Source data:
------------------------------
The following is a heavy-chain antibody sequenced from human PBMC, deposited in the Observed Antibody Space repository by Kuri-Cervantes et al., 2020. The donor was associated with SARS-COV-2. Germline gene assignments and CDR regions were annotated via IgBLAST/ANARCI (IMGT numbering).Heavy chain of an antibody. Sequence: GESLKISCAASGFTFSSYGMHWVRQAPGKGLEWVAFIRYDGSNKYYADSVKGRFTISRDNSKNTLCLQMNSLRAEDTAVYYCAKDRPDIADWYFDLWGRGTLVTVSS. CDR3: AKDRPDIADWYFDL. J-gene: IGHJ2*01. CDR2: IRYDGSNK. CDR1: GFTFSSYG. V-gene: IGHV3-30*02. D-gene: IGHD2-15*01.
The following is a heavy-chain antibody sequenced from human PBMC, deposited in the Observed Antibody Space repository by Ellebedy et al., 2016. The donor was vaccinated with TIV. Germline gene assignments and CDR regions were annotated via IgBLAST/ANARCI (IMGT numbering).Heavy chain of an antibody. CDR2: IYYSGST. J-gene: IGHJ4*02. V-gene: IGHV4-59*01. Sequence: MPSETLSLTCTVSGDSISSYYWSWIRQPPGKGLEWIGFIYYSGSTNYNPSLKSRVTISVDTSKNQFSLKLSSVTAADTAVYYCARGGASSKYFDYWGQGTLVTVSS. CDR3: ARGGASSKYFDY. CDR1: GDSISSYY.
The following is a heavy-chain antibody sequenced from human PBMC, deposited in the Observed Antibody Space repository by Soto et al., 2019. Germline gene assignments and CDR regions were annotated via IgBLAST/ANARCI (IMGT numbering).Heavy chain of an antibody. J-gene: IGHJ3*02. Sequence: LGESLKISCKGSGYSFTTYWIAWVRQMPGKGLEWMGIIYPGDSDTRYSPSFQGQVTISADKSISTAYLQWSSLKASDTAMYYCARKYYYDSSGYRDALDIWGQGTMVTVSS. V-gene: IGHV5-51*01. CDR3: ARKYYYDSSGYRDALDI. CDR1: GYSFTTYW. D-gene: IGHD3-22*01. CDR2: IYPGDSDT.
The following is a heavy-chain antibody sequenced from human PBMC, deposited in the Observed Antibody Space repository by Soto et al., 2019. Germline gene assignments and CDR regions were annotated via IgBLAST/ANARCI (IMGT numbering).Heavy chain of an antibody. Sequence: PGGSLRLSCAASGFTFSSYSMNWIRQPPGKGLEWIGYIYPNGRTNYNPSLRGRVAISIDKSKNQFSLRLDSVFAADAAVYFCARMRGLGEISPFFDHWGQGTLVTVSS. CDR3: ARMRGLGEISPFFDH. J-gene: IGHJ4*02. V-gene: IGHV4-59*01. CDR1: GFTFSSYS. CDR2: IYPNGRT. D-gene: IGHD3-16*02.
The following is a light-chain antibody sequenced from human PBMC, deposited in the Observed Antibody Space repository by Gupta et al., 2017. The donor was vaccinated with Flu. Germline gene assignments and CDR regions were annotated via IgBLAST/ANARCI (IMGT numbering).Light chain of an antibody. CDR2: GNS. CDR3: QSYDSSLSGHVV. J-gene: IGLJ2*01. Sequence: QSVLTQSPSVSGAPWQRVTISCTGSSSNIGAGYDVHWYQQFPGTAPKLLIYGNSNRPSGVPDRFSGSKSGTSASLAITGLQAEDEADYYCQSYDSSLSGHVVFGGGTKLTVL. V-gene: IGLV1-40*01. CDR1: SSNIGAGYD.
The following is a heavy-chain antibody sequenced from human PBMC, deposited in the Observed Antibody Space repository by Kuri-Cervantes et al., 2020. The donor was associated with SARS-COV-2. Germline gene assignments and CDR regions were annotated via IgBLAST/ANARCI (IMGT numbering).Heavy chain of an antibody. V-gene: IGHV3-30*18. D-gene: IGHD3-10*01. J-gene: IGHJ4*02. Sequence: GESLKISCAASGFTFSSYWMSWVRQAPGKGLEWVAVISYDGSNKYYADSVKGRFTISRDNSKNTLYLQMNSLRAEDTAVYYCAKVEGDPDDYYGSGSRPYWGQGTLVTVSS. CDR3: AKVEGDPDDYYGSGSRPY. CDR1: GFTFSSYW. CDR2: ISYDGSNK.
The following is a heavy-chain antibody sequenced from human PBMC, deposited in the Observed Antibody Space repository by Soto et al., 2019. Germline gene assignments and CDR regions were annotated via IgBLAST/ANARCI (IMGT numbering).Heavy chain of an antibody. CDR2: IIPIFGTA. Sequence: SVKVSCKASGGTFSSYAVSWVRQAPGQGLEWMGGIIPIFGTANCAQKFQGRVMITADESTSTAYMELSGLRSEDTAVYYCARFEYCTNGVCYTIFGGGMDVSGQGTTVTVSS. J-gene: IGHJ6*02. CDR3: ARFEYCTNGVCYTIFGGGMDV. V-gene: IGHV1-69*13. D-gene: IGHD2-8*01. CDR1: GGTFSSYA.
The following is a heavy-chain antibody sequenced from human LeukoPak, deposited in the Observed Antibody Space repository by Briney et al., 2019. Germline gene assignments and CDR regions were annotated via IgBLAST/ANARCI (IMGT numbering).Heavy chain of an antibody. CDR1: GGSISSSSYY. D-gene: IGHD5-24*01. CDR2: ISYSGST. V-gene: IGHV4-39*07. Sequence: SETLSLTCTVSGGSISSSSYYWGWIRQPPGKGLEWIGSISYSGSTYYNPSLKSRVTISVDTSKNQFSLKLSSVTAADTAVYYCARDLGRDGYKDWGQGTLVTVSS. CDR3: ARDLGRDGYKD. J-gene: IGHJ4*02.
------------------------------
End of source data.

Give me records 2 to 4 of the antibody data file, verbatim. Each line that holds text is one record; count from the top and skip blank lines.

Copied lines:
The following is a heavy-chain antibody sequenced from human PBMC, deposited in the Observed Antibody Space repository by Ellebedy et al., 2016. The donor was vaccinated with TIV. Germline gene assignments and CDR regions were annotated via IgBLAST/ANARCI (IMGT numbering).Heavy chain of an antibody. CDR2: IYYSGST. J-gene: IGHJ4*02. V-gene: IGHV4-59*01. Sequence: MPSETLSLTCTVSGDSISSYYWSWIRQPPGKGLEWIGFIYYSGSTNYNPSLKSRVTISVDTSKNQFSLKLSSVTAADTAVYYCARGGASSKYFDYWGQGTLVTVSS. CDR3: ARGGASSKYFDY. CDR1: GDSISSYY.
The following is a heavy-chain antibody sequenced from human PBMC, deposited in the Observed Antibody Space repository by Soto et al., 2019. Germline gene assignments and CDR regions were annotated via IgBLAST/ANARCI (IMGT numbering).Heavy chain of an antibody. J-gene: IGHJ3*02. Sequence: LGESLKISCKGSGYSFTTYWIAWVRQMPGKGLEWMGIIYPGDSDTRYSPSFQGQVTISADKSISTAYLQWSSLKASDTAMYYCARKYYYDSSGYRDALDIWGQGTMVTVSS. V-gene: IGHV5-51*01. CDR3: ARKYYYDSSGYRDALDI. CDR1: GYSFTTYW. D-gene: IGHD3-22*01. CDR2: IYPGDSDT.
The following is a heavy-chain antibody sequenced from human PBMC, deposited in the Observed Antibody Space repository by Soto et al., 2019. Germline gene assignments and CDR regions were annotated via IgBLAST/ANARCI (IMGT numbering).Heavy chain of an antibody. Sequence: PGGSLRLSCAASGFTFSSYSMNWIRQPPGKGLEWIGYIYPNGRTNYNPSLRGRVAISIDKSKNQFSLRLDSVFAADAAVYFCARMRGLGEISPFFDHWGQGTLVTVSS. CDR3: ARMRGLGEISPFFDH. J-gene: IGHJ4*02. V-gene: IGHV4-59*01. CDR1: GFTFSSYS. CDR2: IYPNGRT. D-gene: IGHD3-16*02.